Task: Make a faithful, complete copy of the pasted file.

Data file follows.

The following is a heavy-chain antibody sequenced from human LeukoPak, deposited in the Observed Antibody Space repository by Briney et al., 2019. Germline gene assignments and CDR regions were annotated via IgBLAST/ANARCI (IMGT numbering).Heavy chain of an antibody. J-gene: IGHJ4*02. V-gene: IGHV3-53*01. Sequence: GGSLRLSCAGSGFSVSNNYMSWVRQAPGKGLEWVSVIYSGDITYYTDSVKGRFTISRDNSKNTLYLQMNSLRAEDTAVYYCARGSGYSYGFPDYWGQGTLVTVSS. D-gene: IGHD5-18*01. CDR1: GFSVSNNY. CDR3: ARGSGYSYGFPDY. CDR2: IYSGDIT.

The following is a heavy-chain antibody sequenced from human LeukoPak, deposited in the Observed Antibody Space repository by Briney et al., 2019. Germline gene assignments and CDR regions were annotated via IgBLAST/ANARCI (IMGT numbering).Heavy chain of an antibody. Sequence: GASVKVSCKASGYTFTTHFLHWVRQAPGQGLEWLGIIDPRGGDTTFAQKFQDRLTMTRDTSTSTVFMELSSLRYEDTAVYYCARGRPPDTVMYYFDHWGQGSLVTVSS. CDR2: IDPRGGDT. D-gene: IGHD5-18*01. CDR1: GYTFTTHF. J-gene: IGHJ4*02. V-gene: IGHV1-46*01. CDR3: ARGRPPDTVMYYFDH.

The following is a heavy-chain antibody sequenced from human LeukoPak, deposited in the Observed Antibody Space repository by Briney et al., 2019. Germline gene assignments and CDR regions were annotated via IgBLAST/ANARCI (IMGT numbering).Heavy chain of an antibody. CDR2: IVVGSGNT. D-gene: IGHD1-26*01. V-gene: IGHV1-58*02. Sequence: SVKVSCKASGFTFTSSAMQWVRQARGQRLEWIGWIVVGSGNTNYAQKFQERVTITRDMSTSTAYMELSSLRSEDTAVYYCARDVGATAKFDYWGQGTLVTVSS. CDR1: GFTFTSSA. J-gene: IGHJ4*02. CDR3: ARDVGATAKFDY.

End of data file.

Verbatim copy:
The following is a heavy-chain antibody sequenced from human LeukoPak, deposited in the Observed Antibody Space repository by Briney et al., 2019. Germline gene assignments and CDR regions were annotated via IgBLAST/ANARCI (IMGT numbering).Heavy chain of an antibody. J-gene: IGHJ4*02. V-gene: IGHV3-53*01. Sequence: GGSLRLSCAGSGFSVSNNYMSWVRQAPGKGLEWVSVIYSGDITYYTDSVKGRFTISRDNSKNTLYLQMNSLRAEDTAVYYCARGSGYSYGFPDYWGQGTLVTVSS. D-gene: IGHD5-18*01. CDR1: GFSVSNNY. CDR3: ARGSGYSYGFPDY. CDR2: IYSGDIT.

The following is a heavy-chain antibody sequenced from human LeukoPak, deposited in the Observed Antibody Space repository by Briney et al., 2019. Germline gene assignments and CDR regions were annotated via IgBLAST/ANARCI (IMGT numbering).Heavy chain of an antibody. Sequence: GASVKVSCKASGYTFTTHFLHWVRQAPGQGLEWLGIIDPRGGDTTFAQKFQDRLTMTRDTSTSTVFMELSSLRYEDTAVYYCARGRPPDTVMYYFDHWGQGSLVTVSS. CDR2: IDPRGGDT. D-gene: IGHD5-18*01. CDR1: GYTFTTHF. J-gene: IGHJ4*02. V-gene: IGHV1-46*01. CDR3: ARGRPPDTVMYYFDH.

The following is a heavy-chain antibody sequenced from human LeukoPak, deposited in the Observed Antibody Space repository by Briney et al., 2019. Germline gene assignments and CDR regions were annotated via IgBLAST/ANARCI (IMGT numbering).Heavy chain of an antibody. CDR2: IVVGSGNT. D-gene: IGHD1-26*01. V-gene: IGHV1-58*02. Sequence: SVKVSCKASGFTFTSSAMQWVRQARGQRLEWIGWIVVGSGNTNYAQKFQERVTITRDMSTSTAYMELSSLRSEDTAVYYCARDVGATAKFDYWGQGTLVTVSS. CDR1: GFTFTSSA. J-gene: IGHJ4*02. CDR3: ARDVGATAKFDY.